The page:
John Cooper. Jim Tressel. Urban Meyer.
During the BCS era, Ohio State has had a trio of outstanding recruiters lead the program. All three brought in talent that elevated the Buckeyes on the field, helping Ohio State win conference and national championships.
Which recruiting class was best?
Of course, ranking the success of a recruiting class isn't a science, but using on-the-field results provides an outstanding measuring stick.
With that in mind, here are Ohio State's five best recruiting classes of the BCS era.
Stars of the Class: Joey Bosa, Dontre Wilson, Ezekiel Elliott, Vonn Bell
With just one year under its belt, the 2013 recruiting class Urban Meyer brought in looks very impressive.
First-year players lining up as skill-position players typically have the most success early, and that was certainly the case for Dontre Wilson and Ezekiel Elliott.
On a team stacked with talent, Wilson and Elliott combined to run for 512 yards and three touchdowns to complement 233 receiving yards and three touchdowns. Both are primed for much bigger roles in 2014.
Safety Vonn Bell is on the verge of stardom for the Buckeyes. Bell broke out in his first start against Clemson in the Orange Bowl, giving Ohio State fans a glimpse into the future.
No one was better in their first year than Joey Bosa. The talented defensive end forced his way into a starting role midway through the season and rewarded the staff by recording seven-and-a-half sacks, which ranked second on the team.
That effort was good enough to land Bosa on two freshman All American teams, according to Ohio State's official website.
Highly touted players such as linebackers Trey Johnson and Mike Mitchell, defensive backs Eli Apple and Cameron Burrows and quarterback J.T. Barrett could grow into outstanding players.
Stars of the Class: Terrelle Pryor, Mike Adams, Mike Brewster, DeVier Posey, Jake Stoneburner, Andrew Sweat
Despite the tattoo scandal that eventually cost Tressel his job, the players from the 2008 class responsible were outstanding talents.
Terrelle Pryor was the No. 1 overall prospect in the country, and it didn't take him long to see the field. Pryor was named the starting quarterback over Todd Boeckman, who had led the Buckeyes to a national title game appearance the year before, just four games into his freshman season.
Pryor would go on to accumulate a 30-4 record in his three seasons with the Buckeyes, including two BCS victories, but his final season with Ohio State was vacated due to NCAA violations.
Mike Adams anchored the Buckeyes offensive line at left tackle, and Mike Brewster was solid at center. DeVier Posey was Pryor's favorite target in the passing game, and he finished his career with 1,955 receiving yards and 18 touchdowns.
Stars of the Class: Mike Doss, Craig Krenzel, Matt Wilhelm, Tim Anderson, Ben Hartsock, Bryce Bishop, Adrien Clarke
A number of key players from Ohio State's national championship team in 2002 came from the 1999 class.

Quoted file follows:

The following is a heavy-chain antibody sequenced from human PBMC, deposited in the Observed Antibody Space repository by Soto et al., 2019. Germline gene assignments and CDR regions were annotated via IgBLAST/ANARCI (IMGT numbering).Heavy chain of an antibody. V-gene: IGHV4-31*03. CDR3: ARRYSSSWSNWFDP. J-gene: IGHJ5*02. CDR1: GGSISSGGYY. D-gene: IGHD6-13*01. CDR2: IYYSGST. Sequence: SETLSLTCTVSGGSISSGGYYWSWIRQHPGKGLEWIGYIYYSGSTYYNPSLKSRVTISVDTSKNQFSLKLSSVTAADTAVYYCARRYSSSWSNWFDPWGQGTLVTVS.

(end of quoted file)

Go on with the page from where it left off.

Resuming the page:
Safety Mike Doss was the most pivotal.
It's hard to imagine a college player enjoying more success than Doss during his time in Columbus. The hard-hitting, playmaking safety was named a first-team All-American three years in a row, piling up 331 tackles, eight interceptions and eight fumble recoveries with the Buckeyes.
It wasn't just Doss, though. Quarterback Craig Krenzel was just as important to the offense. His calming presence and clutch play led Ohio State through a number of tense games, and without him, it's safe to assume the Buckeyes wouldn't have won it all his junior season.
Key defenders such as Tim Anderson and Matt Wilhelm fueled a potent front seven for the Buckeyes in the early aughts.
Stars of the Class: Will Smith, Michael Jenkins, Will Allen, Darrion Scott, Robert Reynolds, Alex Stepanovich
The recruiting class of 2000 was just as important to Ohio State's title run as the year before.
The defensive line got a huge boost from Will Smith and Darrion Scott, both of whom were named first-team All-Big Ten players during their careers.
Will Allen was a key member of a ferocious secondary, Robert Reynolds was a force at linebacker and Alex Stepanovich anchored an aggressive offensive line.
Michael Jenkins was the key addition to the offense.
Jenkins finished his collegiate career as one of the most dominant receivers to wear the scarlet and gray. He was Ohio State's big-play threat and finished his career with 165 receptions, a school-record 2,898 yards and 16 receiving touchdowns.
Stars of the Class: Troy Smith, Maurice Clarett, A.J. Hawk, Santonio Holmes, Nate Salley, Nick Mangold, Mike Kudla, Quinn Pitcock, Jay Richardson, Doug Datish
Of all the recruiting classes between 1998 and 2013, only the 2002 class produced a Heisman Trophy winner.
That year, many would have assumed that player would be Maurice Clarett. The hard-nosed running back led Ohio State to a national championship, running for 1,237 yards and 16 touchdowns during his freshman year.
Four years later, quarterback Troy Smith was hoisting the most prestigious award in college football.
Smith threw for 5,720 yards and 54 touchdowns (30 of which came during his senior season, a school record) while throwing just 13 career interceptions during his career at Ohio State. He also ran for 1,154 yards and 14 touchdowns.
Overall, the class was ranked No. 2 nationally, and for good reason. All-Americans littered the roster, and players such as A.J. Hawk, Santonio Holmes and Nick Mangold—all of which had brilliant collegiate careers—went on to have a lot of success in the NFL.
David Regimbal is the Ohio State Football Lead Writer for Bleacher Report.
Follow him on Twitter @davidreg412.